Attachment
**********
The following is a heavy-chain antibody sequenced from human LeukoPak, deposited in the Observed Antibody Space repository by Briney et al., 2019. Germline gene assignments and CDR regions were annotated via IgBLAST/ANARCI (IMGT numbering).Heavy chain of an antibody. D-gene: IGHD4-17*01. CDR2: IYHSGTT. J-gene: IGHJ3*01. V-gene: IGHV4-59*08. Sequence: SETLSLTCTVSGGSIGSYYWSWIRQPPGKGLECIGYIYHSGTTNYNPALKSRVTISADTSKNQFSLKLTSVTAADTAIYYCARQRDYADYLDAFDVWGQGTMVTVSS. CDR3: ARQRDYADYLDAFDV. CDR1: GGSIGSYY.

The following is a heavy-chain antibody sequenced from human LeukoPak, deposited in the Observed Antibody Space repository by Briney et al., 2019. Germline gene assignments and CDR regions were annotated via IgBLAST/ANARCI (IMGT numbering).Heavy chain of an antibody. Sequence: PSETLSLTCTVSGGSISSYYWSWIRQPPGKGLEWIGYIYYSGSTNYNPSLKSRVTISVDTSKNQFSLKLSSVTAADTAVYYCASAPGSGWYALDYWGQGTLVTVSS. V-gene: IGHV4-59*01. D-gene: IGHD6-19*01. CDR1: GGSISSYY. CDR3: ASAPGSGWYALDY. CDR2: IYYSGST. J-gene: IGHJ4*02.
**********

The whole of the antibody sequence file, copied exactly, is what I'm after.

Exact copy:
The following is a heavy-chain antibody sequenced from human LeukoPak, deposited in the Observed Antibody Space repository by Briney et al., 2019. Germline gene assignments and CDR regions were annotated via IgBLAST/ANARCI (IMGT numbering).Heavy chain of an antibody. D-gene: IGHD4-17*01. CDR2: IYHSGTT. J-gene: IGHJ3*01. V-gene: IGHV4-59*08. Sequence: SETLSLTCTVSGGSIGSYYWSWIRQPPGKGLECIGYIYHSGTTNYNPALKSRVTISADTSKNQFSLKLTSVTAADTAIYYCARQRDYADYLDAFDVWGQGTMVTVSS. CDR3: ARQRDYADYLDAFDV. CDR1: GGSIGSYY.

The following is a heavy-chain antibody sequenced from human LeukoPak, deposited in the Observed Antibody Space repository by Briney et al., 2019. Germline gene assignments and CDR regions were annotated via IgBLAST/ANARCI (IMGT numbering).Heavy chain of an antibody. Sequence: PSETLSLTCTVSGGSISSYYWSWIRQPPGKGLEWIGYIYYSGSTNYNPSLKSRVTISVDTSKNQFSLKLSSVTAADTAVYYCASAPGSGWYALDYWGQGTLVTVSS. V-gene: IGHV4-59*01. D-gene: IGHD6-19*01. CDR1: GGSISSYY. CDR3: ASAPGSGWYALDY. CDR2: IYYSGST. J-gene: IGHJ4*02.